Central & South Asia

Several killed in Pakistani tribal area blast

At least 17 people, including women and children, killed after bomb attack targeted office of top local official.
Last Modified: 17 Dec 2012 18:54

At least 17 people have been killed and dozens more wounded after an explosion in Pakistan's Khyber tribal area, officials say.

The explosion took place in the Jamrud district on Monday morning, and wounded more than 50 people, said Azam Wazir, a local administration official.

Al Jazeera's Kamal Hyder, reporting from the Khyber Agency, said "the attack is said to have taken place in a time when the bazaar was jam-packed with people".

Wazir said that an explosives-laden vehicle had been parked outside the office of the Khyber's political agent, the area's top civilian administrator.

Five Afghan women and three children were among the dead, he said.

Officials at the local hospital told Al Jazeera that the death toll was expected to rise, as several of the casualties were in critical condition.

Pools of blood and charred pieces of human flesh littered the roadside, along with at least 20 burnt vehicles, said a reporter for the AFP news agency. Clothes, school books, children's and shoes lay everywhere.

Taj Muhammad, 40-year-old area driver, said he was entering Jamrud when he heard the explosion and saw a ball of fire.

"I rushed to the site and saw people engulfed by flames. There were pieces of human flesh and blood everywhere. I saw a little child who was injured and crying. I took this boy to hospital," he told the AFP news agency.

"When I picked up the injured boy he looked like my son and I was really so

Pakistani television news channels broadcast pictures of wrecked cars and pick-up trucks damaged in the blast, which took place near rows of shops. Also nearby was a bus stop, where passengers wait for buses to take them across the northwest and to other parts of the country.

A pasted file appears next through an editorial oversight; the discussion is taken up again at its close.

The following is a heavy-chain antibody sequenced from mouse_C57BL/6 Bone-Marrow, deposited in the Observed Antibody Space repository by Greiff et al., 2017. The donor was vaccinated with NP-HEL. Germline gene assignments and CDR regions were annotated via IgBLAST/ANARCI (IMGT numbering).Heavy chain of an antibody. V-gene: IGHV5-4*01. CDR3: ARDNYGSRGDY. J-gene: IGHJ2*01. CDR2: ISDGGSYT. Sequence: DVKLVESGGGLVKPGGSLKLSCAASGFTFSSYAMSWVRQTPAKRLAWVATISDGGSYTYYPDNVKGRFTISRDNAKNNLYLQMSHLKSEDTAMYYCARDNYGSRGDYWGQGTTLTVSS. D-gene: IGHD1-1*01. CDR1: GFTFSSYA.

Residents threw buckets of water on burning vehicles as rescue workers transported the wounded to the hospital.

There was no immediate claim of responsibility for the attack, but our correspondent said "there were suspicions and concerns by the political agency that this could be a reaction to the ongoing military operations by the pakistani forces and the Khyber agency".

Quetta sectarian attack

Meanwhile, in the southwestern city of Quetta, police said that gunmen had killed a provincial government spokesperson and two policemen in an apparent sectarian attack.

Hamid Shakeel, a police official, said that the attackers shot dead Khadim Hussain Noori on Monday in the capital of Balochistan province.

Noori was the director of the public relations department of the provincial government.

Shakeel said that the gunmen killed two policemen and wounded a third as they made their escape on a motorcycle.

Balochistan has seen a spike in sectarian killings in the past year, as extremist groups have targeted minority Shia Muslims.


Al Jazeera and agencies
Topics in this article
Featured on Al Jazeera
Muslim volunteers face questioning and threat of arrest, while aid has been disrupted or blocked, charities say.
Six months on, outrage and sorrow over the mass schoolgirl abduction has disappeared - except for families in Nigeria.
ISIL combatants seeking an 'exit strategy' from Mideast conflict need positive reinforcement back home, analysts say.
European nation hit by a wave of Islamophobia as many young fighters join ISIL in Syria and Iraq.
Lacking cohesive local ground forces to attack in tandem, coalition air strikes will have limited effect, experts say.
Hindu right-wing groups run campaign against what they say is Muslim conspiracy to convert Hindu girls into Islam.
Six months on, outrage and sorrow over the mass schoolgirl abduction has disappeared - except for families in Nigeria.
Muslim caretakers maintain three synagogues in eastern Indian city, which was once home to a thriving Jewish community.
Amid fresh ISIL gains, officials in Anbar province have urged the Iraqi government to request foreign ground troops.